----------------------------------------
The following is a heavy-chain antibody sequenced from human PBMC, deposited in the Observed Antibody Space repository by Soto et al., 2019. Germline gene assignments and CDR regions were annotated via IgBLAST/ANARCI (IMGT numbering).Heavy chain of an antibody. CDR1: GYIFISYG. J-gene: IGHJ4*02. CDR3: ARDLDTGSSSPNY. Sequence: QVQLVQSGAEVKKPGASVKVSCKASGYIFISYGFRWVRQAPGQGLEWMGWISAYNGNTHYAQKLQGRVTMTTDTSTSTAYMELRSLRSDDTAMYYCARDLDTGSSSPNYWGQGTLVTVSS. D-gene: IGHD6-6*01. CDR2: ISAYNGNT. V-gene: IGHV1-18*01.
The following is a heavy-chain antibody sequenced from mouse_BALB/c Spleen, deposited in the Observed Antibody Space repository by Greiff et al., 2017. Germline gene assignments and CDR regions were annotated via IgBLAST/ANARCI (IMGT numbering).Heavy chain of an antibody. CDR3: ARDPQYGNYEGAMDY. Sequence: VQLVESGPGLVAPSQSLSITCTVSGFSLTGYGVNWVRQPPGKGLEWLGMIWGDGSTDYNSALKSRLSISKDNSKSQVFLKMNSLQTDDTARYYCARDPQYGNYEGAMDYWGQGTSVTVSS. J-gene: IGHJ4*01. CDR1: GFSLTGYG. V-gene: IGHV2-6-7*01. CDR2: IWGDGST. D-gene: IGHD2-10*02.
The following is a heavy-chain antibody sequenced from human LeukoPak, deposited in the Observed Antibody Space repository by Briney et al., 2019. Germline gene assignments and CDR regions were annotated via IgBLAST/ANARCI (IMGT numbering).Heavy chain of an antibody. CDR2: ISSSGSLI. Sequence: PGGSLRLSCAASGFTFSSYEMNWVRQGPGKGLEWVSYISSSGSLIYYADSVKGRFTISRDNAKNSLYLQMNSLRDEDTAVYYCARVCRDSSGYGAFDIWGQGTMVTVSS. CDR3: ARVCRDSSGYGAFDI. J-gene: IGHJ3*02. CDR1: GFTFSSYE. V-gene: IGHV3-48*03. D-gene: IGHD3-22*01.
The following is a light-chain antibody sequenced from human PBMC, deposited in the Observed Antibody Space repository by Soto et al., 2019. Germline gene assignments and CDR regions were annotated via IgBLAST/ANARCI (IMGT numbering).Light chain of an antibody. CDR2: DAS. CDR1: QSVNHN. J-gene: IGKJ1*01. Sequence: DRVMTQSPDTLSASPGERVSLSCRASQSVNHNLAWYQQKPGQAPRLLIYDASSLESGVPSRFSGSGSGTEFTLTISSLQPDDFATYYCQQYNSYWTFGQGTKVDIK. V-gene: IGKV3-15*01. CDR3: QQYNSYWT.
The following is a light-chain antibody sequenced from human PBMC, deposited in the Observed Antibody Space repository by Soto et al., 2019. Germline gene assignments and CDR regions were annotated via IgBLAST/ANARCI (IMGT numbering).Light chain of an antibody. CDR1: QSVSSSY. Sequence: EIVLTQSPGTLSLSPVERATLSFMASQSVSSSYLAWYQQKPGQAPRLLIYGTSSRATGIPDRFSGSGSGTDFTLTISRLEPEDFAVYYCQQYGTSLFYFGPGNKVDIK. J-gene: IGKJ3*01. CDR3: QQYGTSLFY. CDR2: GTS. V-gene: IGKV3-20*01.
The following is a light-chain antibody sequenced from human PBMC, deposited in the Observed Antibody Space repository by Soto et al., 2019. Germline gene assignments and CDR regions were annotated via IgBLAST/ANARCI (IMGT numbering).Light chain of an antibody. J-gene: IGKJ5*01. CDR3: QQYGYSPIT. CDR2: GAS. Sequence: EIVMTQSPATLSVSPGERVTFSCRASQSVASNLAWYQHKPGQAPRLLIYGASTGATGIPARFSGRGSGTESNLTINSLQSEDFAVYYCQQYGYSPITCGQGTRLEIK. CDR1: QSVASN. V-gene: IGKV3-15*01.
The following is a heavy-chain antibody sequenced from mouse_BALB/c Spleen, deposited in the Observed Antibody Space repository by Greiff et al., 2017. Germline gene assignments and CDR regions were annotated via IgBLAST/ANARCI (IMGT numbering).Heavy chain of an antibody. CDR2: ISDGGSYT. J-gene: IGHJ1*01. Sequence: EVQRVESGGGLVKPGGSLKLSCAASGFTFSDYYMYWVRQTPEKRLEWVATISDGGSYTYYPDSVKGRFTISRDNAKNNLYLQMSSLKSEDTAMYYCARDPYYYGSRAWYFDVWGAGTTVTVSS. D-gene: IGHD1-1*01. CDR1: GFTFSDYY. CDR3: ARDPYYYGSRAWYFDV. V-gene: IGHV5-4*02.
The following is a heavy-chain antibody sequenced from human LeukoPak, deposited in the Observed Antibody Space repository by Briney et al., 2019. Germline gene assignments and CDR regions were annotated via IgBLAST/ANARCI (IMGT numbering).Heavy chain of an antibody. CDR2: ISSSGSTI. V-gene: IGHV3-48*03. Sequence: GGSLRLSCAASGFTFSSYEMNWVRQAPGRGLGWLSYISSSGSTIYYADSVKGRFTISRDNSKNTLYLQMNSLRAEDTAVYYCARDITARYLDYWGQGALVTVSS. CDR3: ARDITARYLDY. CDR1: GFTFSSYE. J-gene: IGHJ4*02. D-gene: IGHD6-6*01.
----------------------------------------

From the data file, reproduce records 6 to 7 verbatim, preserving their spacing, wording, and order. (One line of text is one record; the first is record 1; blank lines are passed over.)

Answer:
The following is a light-chain antibody sequenced from human PBMC, deposited in the Observed Antibody Space repository by Soto et al., 2019. Germline gene assignments and CDR regions were annotated via IgBLAST/ANARCI (IMGT numbering).Light chain of an antibody. J-gene: IGKJ5*01. CDR3: QQYGYSPIT. CDR2: GAS. Sequence: EIVMTQSPATLSVSPGERVTFSCRASQSVASNLAWYQHKPGQAPRLLIYGASTGATGIPARFSGRGSGTESNLTINSLQSEDFAVYYCQQYGYSPITCGQGTRLEIK. CDR1: QSVASN. V-gene: IGKV3-15*01.
The following is a heavy-chain antibody sequenced from mouse_BALB/c Spleen, deposited in the Observed Antibody Space repository by Greiff et al., 2017. Germline gene assignments and CDR regions were annotated via IgBLAST/ANARCI (IMGT numbering).Heavy chain of an antibody. CDR2: ISDGGSYT. J-gene: IGHJ1*01. Sequence: EVQRVESGGGLVKPGGSLKLSCAASGFTFSDYYMYWVRQTPEKRLEWVATISDGGSYTYYPDSVKGRFTISRDNAKNNLYLQMSSLKSEDTAMYYCARDPYYYGSRAWYFDVWGAGTTVTVSS. D-gene: IGHD1-1*01. CDR1: GFTFSDYY. CDR3: ARDPYYYGSRAWYFDV. V-gene: IGHV5-4*02.